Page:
China’s economic growth stabilized in the first half of this year, with initial signs showing it could continue to be stable during the rest of the year, say analysts.
Even though the country’s GDP growth dipped to 6.7 percent year-on-year in the first six months, according to the National Bureau of Statistics, fixed-asset investment grew 9 percent year-on-year in the same period and retail sales increased by 10.3 percent. And China’s GDP growth is within its targeted range of 6.5 to 7 percent for this year, while its industrial and investment structures have improved, with growth of high-tech and consumption products increasing strongly, analysts say.
“China’s economic trend in the first half has stabilized thanks to boosting policies and other stabilization-oriented measures,” says Zhang Liqun, an economist with the Development Research Center of the State Council.
But since the global economic recovery is still weak and developed countries’ policymakers seem unable to find effective solutions to boost their economies, external demand will remain weak for some time, affecting China’s exports in the second half of the year, says Justin Yifu Lin, an economist with Peking University.
Despite the many uncertainties facing the global economy, China’s GDP growth could reach 6.7 percent in the third quarter thanks to rising numbers of new construction projects and increasing infrastructure investment, as well as brisk growth of consumption and new industries, says a Bank of China report.
“The Chinese economy is not in for a hard landing since it boasts a large domestic market and it is still pursuing urbanization and industrialization, which will serve as growth engines,” Zhang says.
In July, some indicators, such as fixed-asset investment, weakened, but the profit levels of major industrial enterprises rose by 6.9 percent year-on-year in the first seven months. In July, profits of these enterprises grew by 11 percent, up from 5.9 percent in June.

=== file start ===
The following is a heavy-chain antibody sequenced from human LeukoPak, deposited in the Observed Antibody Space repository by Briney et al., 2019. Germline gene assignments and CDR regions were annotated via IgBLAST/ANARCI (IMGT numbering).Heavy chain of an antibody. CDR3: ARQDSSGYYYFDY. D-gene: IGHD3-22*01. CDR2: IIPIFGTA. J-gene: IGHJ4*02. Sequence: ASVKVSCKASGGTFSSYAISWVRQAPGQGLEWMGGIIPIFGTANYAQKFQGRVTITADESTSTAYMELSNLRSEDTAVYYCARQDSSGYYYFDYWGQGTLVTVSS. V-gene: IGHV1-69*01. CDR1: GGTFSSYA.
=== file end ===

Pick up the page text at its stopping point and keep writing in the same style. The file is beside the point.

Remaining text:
“The rise in industrial profits means, from amid-to long-term perspective, China’s economic fundamentals have shown positive changes,” says Deng Haiqing, an economist with JZ Securities.
Reflecting such optimism, Robert Kaplan, president of the Federal Reserve Bank of Dallas in the United States, said in late August that China’s economic fundamentals have improved compared with the figures for early this year.
Even if the prospects turn out to be not as bright as expected, policymakers still have ample ammunition to anchor the situation, analysts say.
Policy support may intensify if growth slows, which is likely in the fourth quarter, says a UBS report.
If investment continues to slow and downward pressures on the economy become more apparent, China will probably intensify policy support again to meet its 2016 GDP growth, the report says, adding that measures may include boosting infrastructure and other public investments, by providing credit support and accelerating pro-growth reforms to stimulate private investment and consumption.